The holidays are here, and there's one room in the home where the tantalizing aromas of good food and the chatter of good folk converge: the kitchen.
More than mere culinary spaces, kitchens tend to embody the heart of a home. There's the messiness and mayhem of communal meal making. Perhaps some pre-bedtime snacks. It's a place where many holiday memories are made.
Yet if you've scanned the pages of decor magazines and websites in recent years, you'll have noted that the prime aspirational kitchen leans toward a serious and sleek vibe -- pro-level equipment; a super-functional layout; lots of neutral colors and clean lines.
"We've officially reached peak kitchen design. We know exactly how to make a beautiful, luxurious cooking space," Sophie Donelson writes in her new book, "Uncommon Kitchens" (Abrams, 2023).
"Many of us find ourselves reminiscing about a family kitchen from growing up; not a perfect one, not a new or luxurious one, but one in which conversations happened, food was made, life unfolded," she notes.
Donelson and other design experts say that with a measure of color, pattern and/or decor elements, we can all have a kitchen that serves up happy. A few ideas to sip and savor:
ALL THE FEELINGS
Whether our ideal kitchen is kitted out like Martha Stewart's or hasn't much more than a humble cooktop, toaster oven and melange of mugs, it's a space with many functions and moods.
Be mindful of lighting and, above all, how you use your kitchen, Donelson says.
"Lighting that feels good in the morning while you're making coffee or preparing lunches for the day is different from how you might want to feel while you're making a late-night mug of ice cream or on a relaxed Sunday evening preparing dinner with a loved one," she says.
Have a variety -- an overhead light; warm-toned, under-the-counter LED task strips.
"And I always make the case for adding a petite table lamp at the counter," Donelson says. "Mine's vintage, sits next to the toaster, doesn't take much room. But it's charming and cheerful, and it's the first thing I click on in the morning, the last to be turned off."
Researching her book, Donelson learned that many renovators were opting to add or restore windows when possible in place of tile backsplashes.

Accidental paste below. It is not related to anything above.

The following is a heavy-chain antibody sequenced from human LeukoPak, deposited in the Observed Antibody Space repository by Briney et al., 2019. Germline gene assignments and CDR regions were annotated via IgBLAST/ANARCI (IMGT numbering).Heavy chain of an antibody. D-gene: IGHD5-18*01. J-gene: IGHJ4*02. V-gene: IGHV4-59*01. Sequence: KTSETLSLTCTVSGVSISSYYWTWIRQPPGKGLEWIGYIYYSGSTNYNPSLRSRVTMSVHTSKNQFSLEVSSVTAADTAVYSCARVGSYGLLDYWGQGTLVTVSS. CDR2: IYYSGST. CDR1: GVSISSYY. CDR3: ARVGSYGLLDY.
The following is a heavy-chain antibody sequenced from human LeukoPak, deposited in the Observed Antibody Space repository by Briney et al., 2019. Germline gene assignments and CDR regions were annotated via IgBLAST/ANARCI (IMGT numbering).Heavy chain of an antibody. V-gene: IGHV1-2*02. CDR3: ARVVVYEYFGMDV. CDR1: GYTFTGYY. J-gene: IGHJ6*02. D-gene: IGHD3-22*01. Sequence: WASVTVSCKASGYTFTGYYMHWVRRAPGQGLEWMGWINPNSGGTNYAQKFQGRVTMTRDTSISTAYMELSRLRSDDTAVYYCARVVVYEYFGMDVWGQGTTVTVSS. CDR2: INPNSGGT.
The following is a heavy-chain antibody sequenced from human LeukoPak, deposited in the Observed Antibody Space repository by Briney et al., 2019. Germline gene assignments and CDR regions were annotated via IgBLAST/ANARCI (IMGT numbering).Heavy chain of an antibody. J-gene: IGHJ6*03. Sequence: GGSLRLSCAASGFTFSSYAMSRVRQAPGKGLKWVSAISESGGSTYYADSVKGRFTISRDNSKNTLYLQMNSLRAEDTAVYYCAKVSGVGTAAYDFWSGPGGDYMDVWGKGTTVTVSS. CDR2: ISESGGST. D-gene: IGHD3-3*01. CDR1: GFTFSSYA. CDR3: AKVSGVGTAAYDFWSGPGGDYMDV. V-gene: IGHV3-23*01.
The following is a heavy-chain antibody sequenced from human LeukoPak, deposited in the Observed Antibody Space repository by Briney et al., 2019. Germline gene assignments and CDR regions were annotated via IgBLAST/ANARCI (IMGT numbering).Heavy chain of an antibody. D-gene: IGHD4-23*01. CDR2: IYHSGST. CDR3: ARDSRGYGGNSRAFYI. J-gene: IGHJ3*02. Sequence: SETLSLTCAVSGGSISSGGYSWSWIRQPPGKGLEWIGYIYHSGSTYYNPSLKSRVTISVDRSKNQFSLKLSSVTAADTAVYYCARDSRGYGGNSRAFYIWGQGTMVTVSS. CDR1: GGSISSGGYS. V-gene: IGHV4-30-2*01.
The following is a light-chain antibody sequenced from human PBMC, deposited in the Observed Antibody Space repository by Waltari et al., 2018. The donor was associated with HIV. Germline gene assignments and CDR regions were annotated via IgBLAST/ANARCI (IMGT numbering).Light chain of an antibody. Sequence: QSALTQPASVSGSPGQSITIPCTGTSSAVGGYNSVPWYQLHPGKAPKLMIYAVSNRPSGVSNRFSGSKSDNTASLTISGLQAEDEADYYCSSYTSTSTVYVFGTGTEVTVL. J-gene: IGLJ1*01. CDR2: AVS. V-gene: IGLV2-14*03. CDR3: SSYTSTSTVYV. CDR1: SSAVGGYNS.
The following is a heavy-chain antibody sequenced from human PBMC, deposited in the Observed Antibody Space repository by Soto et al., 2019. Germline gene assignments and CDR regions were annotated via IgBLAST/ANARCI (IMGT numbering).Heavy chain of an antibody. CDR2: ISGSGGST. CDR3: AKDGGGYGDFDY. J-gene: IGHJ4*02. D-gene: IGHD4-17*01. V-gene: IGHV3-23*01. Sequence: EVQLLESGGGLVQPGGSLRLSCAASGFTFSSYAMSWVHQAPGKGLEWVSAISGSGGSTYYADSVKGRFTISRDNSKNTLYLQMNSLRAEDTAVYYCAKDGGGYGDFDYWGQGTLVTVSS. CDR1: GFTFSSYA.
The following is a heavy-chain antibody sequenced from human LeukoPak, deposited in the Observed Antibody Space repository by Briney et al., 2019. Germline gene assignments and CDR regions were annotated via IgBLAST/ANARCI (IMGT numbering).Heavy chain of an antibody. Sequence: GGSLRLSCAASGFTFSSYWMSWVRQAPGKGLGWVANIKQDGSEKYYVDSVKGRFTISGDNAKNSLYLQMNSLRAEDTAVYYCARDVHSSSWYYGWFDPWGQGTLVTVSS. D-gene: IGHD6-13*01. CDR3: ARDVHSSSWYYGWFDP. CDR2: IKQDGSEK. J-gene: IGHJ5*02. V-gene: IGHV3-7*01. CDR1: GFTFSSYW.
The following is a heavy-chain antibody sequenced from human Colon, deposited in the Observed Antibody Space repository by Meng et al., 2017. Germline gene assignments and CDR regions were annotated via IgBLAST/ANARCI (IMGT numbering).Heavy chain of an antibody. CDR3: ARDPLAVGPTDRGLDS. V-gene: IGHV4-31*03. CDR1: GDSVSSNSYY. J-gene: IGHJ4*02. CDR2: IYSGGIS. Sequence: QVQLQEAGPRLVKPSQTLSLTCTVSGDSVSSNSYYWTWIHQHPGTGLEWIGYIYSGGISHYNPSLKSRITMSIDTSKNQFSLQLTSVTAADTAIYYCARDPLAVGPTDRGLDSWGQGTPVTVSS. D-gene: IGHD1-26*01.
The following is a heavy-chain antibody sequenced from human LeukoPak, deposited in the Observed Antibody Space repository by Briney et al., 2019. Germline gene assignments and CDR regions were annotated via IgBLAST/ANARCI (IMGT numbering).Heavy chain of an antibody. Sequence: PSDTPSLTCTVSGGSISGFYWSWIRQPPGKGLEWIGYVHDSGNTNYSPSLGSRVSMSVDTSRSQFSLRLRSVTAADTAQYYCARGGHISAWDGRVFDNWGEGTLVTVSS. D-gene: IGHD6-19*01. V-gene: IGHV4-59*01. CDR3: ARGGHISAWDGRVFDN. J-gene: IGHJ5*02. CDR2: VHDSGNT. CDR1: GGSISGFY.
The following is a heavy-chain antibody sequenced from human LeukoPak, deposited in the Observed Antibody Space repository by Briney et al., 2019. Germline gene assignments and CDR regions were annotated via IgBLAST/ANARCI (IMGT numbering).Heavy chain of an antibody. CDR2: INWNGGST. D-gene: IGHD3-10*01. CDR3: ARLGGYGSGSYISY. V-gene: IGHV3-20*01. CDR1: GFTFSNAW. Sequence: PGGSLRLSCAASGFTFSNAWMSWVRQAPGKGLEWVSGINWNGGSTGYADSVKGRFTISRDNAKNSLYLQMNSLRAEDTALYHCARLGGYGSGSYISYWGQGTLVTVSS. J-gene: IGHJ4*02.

ROOM TO LET LOOSE
"Many, many people mentioned dancing in the kitchen by themselves or with their family. It's fun, and a great way to exercise!" Donelson says.
Shift tables or even islands around if you can, so there's room for a twirl. And add a great wireless sound system.
And maybe you don't need a full-service island with a stool lineup; a table of any size with chairs can be a more convivial arrangement and still be a decent workspace.
Minneapolis-based designer Lucy Penfield has put frosting-pink paint on the door of a baking area. Added snappy orange kitchen barstools. And in a family cabin, there's now a fun, sunshine yellow Smeg retro fridge for beer storage.
Color "creates a mood for the space, and can invite conversation," she says.
Cortney Bishop, who runs a design studio in Charleston, S.C., also uses playful hues. A beach cottage got seafoam-blue Big Chill appliances, and a countertop is embedded with chunks that look like sea glass.
In another kitchen, she used deep, dark color to frame windows and ground cabinetry, then added cheery notes of citrus and tomato via stools, artwork, canisters, even range knobs. The result: a space that's packed with style and personality.
John Cialone of the firm Tom Stringer Design Partners increased the energy in a Palm Springs, Calif., villa by putting Benjamin Moore's Kiwi paint color in the kitchen. "The home's mainly a weekend house, so the clients were willing to go bold on cabinetry." The vivid green is picked up elsewhere via artwork, accessories and textiles.
In his own kitchen, Cialone says, "I like bright, crisp countertops that reflect natural light and contrast with food. If I was adding color, it'd be orange, because it evokes sunshine and citrus -- two of my favorite things!"
HAVE THINGS WHERE YOU WANT THEM
Cialone loves to cook but says an organized galley kitchen's fine with him.
"I've learned I don't need a lot of counter space to prepare even elaborate meals, if the area's well laid out," he says. "Fitted drawer inserts make me very happy -- they provide a dedicated space for items I use often."
Got kids? Set up pantries with low bins for easy snack stowing. Proud of your cookbook collection? Featuring it in plain sight makes access easy, and creates a homey decor moment as well.
Entertain often? Set up task stations -- maybe a separate coffee-making zone; a mise en place counter, where you can lay out all of a dish's ingredients before cooking; a dedicated baking prep area.
Build or adapt your kitchen to suit how you will use it, designers say, rather than worrying about conventions.
After a trip to Marrakesh that "changed my life," Penfield says, she cooks a lot of Moroccan dishes. "There's nothing better than fresh cut dill or basil," she says, "but my favorite is the aroma from mint added into a Moroccan dish."
Her kitchen now features tagines, North African earthenware pots.
An art lover, Penfield has modern prints and sculptural pieces on display, including a vibrantly colored piece by Belgian painter Luc Lebon: "He's known for his cheerful, optimistic works."
She wrapped the kitchen in earthy green terracotta tiles reminiscent of ones she saw on her trip. "It was a bold move, but it just felt right."
MAKE IT A ROOM
Everyone benefits from remembering that the kitchen is also a room, Donelson says, and can be decorated with the same things we add to other spaces.
"Art, plants, a little throw rug. Something that brings you joy in another room will also do so in the kitchen," she says.
"After all, the kitchen is the real 'living room' in the house, so treat it that way!"
New York-based writer Kim Cook covers design and decor topics regularly for The Associated Press.